Earlier this week, I did a deep dive into the free-agent options to fill the White Sox hole in RF. There are a number of intriguing options, all with significant strengths and weaknesses. In this team’s effort to build a consistent winner, this position, however, must be addressed. If the free-agent market isn’t how the team will fill this hole, who could they reasonably target on the trade block?
The ideal scenario for the White Sox would be working out a deal with the New York Mets for either Michael Conforto or Brandon Nimmo. Either option would drastically improve the White Sox and provide great balance to an already lethal lineup. Both players excelled in 2020 for an underachieving Mets team, and both have been solid contributors throughout their careers, as evidenced below:
Conforto and Nimmo check several boxes of need for the White Sox: they both hit left-handed, they both get on base at an above-average clip, both give you, at worst, average defense, and are playable against LHP. Adding either player to this squad would be a significant boost.
So what are the drawbacks? Well, Conforto is a Scott Boras client that is entering his final season of contractual control before reaching free agency. As for Nimmo, he will become a free agent after the 2022 season. The limited contract control for both players is less than ideal for a team that constantly likes to cry poor.
The big elephant in the room is the potential sale of the Mets to billionaire hedge fund manager, Steve Cohen. Should the sale be finalized, Cohen would become the richest owner in the sport immediately, being worth an estimated $14B. If you know anything about east coast hedge fund managers, they tend to be very arrogant and want to make it known how rich and powerful they are. Cohen is no exception to this stereotype; just research his fine art collection. I personally find it hard to believe that a billionaire, lifelong Mets fan will immediately start moving quality players upon taking control of the team.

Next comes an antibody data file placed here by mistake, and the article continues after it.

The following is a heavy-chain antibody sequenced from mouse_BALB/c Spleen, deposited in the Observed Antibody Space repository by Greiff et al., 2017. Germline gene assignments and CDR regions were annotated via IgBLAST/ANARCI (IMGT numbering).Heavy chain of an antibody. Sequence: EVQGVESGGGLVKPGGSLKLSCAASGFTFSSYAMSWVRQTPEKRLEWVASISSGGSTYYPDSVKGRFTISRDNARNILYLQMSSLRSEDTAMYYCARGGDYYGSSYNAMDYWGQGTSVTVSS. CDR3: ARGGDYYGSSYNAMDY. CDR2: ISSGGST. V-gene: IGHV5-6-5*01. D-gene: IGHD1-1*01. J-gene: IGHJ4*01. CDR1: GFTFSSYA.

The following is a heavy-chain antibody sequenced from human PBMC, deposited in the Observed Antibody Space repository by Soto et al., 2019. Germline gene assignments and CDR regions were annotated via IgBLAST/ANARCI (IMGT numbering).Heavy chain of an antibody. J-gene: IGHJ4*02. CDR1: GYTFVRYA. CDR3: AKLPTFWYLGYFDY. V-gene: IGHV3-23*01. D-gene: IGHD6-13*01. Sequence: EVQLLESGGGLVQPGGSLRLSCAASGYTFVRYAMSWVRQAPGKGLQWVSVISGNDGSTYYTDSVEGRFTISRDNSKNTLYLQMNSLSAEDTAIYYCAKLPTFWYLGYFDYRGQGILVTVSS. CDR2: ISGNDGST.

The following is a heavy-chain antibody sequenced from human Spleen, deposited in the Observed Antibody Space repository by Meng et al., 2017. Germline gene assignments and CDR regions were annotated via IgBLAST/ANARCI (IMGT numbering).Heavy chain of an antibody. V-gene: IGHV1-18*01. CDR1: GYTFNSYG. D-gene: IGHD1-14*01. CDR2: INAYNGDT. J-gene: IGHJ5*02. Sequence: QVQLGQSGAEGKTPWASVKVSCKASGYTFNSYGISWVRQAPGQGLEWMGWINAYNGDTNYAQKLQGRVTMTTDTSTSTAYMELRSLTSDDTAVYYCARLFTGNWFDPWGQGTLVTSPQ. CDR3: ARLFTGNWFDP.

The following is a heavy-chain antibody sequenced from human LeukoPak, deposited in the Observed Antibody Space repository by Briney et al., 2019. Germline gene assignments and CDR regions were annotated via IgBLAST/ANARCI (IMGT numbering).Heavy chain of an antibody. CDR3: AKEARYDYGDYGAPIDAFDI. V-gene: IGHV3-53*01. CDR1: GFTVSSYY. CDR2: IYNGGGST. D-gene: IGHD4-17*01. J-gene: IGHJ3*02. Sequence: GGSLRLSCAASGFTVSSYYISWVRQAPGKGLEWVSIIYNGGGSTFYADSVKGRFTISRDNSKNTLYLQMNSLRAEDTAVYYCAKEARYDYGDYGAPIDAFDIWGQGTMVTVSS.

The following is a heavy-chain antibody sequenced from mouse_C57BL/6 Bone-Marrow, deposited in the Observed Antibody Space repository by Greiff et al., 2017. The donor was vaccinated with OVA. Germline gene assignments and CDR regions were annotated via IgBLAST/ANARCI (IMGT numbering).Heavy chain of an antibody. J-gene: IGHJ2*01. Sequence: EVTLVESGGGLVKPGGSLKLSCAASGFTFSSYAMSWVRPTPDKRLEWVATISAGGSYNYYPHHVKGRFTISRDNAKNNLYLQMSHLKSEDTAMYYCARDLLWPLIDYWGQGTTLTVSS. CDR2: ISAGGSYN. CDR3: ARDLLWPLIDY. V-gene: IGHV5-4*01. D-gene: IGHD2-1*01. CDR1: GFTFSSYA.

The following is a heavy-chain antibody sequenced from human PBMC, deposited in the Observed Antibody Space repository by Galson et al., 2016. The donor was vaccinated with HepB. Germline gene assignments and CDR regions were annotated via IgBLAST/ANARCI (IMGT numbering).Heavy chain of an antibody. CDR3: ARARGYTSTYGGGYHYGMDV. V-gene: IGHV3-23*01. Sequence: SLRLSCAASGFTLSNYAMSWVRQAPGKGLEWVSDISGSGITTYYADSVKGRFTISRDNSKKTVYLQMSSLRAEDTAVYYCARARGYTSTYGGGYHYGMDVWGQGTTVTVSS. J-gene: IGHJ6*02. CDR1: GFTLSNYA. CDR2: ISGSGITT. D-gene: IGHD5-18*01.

Calhoun represents one of the most realistic targets this winter, in my opinion. He’s been a solid yet unspectacular player throughout the course of his career with the Angels and Diamondbacks. Calhoun owns a career .248/.323/.429 slash line good for a 106 wRC+, while smacking 156 homers since reaching the bigs in 2012. He had his best power year in 2020, slugging a career-best .526 with 16 homers while playing in the warehouse that is Chase Field in Phoenix. Has getting out of southern California with the heavy marine layer allowed Calhoun to tap into more power potential?
Calhoun is a true right fielder that has consistently rated above average defensively according to metrics like Defensive Runs Saved, despite being neutral in 2020. Kole is a roughly league-average hitter against LHP, sporting a career 98 wRC+ against southpaws, so he wouldn’t be a liability against them. He does, however, tout a career 21.7% K rate. Adding another potential high strikeout bat to the White sox lineup could prove to be problematic. Calhoun has been able to balance that out with a career BB% of 9.4%, and he has sat above that career number in each of the last two seasons.
The Diamondbacks are in a state of flux after finishing last in the NL West in 2020. Calhoun has an affordable contract for 2021 at $8M, with a 2022 club option. I would think the D-backs will look to retool as they are not close to competing with the Dodgers or Padres. I’m not sure the cost would be prohibitive for the Sox, thus making Calhoun a reasonable target.
Gallo represents a classic buy-low, change-of-scenery candidate. After looking like an MVP candidate in 2019, a year in which he slashed .253/.389/.598 in 70 games, the soon-to-be 27-year-old came crashing down in 2020. The Rangers’ slugger hit a rough .181/.301/.381 with ten homers for a disappointing Texas team that is in need of a serious retooling.